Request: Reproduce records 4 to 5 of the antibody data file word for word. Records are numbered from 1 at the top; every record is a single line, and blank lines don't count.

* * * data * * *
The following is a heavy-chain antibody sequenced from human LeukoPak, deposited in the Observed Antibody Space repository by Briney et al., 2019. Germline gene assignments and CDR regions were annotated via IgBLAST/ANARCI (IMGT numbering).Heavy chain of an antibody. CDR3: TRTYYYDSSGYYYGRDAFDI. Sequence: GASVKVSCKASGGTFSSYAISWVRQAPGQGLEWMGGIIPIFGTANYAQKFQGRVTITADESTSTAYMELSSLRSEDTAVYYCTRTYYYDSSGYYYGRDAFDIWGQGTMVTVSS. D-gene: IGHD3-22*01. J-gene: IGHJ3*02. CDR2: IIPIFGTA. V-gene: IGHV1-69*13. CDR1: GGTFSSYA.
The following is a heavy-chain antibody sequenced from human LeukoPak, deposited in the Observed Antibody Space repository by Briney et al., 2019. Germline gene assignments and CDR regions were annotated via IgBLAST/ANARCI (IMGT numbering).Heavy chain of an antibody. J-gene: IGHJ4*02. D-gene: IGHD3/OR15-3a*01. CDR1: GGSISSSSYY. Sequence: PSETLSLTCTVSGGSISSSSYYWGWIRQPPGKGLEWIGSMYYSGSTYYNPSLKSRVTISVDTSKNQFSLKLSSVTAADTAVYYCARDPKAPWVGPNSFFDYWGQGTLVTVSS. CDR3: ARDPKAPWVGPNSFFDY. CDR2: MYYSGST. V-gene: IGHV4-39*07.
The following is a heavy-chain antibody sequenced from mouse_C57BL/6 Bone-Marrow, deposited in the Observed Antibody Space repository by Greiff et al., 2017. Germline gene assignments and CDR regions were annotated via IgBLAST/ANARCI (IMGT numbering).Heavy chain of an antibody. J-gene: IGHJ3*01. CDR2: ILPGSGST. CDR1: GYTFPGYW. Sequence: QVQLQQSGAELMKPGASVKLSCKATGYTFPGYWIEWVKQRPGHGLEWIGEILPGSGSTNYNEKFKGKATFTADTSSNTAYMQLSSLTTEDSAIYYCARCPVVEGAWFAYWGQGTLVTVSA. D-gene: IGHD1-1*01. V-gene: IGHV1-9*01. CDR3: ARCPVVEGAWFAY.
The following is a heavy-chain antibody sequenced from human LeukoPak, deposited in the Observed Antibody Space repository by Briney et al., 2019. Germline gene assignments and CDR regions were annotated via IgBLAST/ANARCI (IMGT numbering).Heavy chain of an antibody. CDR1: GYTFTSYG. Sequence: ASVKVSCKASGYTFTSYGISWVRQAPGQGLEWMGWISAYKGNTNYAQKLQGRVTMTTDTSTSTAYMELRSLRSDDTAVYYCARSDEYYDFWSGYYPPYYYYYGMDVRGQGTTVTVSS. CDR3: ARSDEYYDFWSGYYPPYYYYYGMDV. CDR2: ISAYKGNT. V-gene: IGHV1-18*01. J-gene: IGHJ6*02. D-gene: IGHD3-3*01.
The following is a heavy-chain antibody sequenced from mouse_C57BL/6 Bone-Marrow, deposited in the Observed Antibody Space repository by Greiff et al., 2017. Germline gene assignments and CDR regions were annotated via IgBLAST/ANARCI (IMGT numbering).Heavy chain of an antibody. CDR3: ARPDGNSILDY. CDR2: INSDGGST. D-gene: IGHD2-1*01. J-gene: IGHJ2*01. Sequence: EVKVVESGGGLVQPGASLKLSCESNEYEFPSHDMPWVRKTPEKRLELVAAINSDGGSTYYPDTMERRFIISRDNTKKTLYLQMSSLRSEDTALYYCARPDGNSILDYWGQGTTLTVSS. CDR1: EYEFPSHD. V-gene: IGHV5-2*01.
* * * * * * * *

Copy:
The following is a heavy-chain antibody sequenced from human LeukoPak, deposited in the Observed Antibody Space repository by Briney et al., 2019. Germline gene assignments and CDR regions were annotated via IgBLAST/ANARCI (IMGT numbering).Heavy chain of an antibody. CDR1: GYTFTSYG. Sequence: ASVKVSCKASGYTFTSYGISWVRQAPGQGLEWMGWISAYKGNTNYAQKLQGRVTMTTDTSTSTAYMELRSLRSDDTAVYYCARSDEYYDFWSGYYPPYYYYYGMDVRGQGTTVTVSS. CDR3: ARSDEYYDFWSGYYPPYYYYYGMDV. CDR2: ISAYKGNT. V-gene: IGHV1-18*01. J-gene: IGHJ6*02. D-gene: IGHD3-3*01.
The following is a heavy-chain antibody sequenced from mouse_C57BL/6 Bone-Marrow, deposited in the Observed Antibody Space repository by Greiff et al., 2017. Germline gene assignments and CDR regions were annotated via IgBLAST/ANARCI (IMGT numbering).Heavy chain of an antibody. CDR3: ARPDGNSILDY. CDR2: INSDGGST. D-gene: IGHD2-1*01. J-gene: IGHJ2*01. Sequence: EVKVVESGGGLVQPGASLKLSCESNEYEFPSHDMPWVRKTPEKRLELVAAINSDGGSTYYPDTMERRFIISRDNTKKTLYLQMSSLRSEDTALYYCARPDGNSILDYWGQGTTLTVSS. CDR1: EYEFPSHD. V-gene: IGHV5-2*01.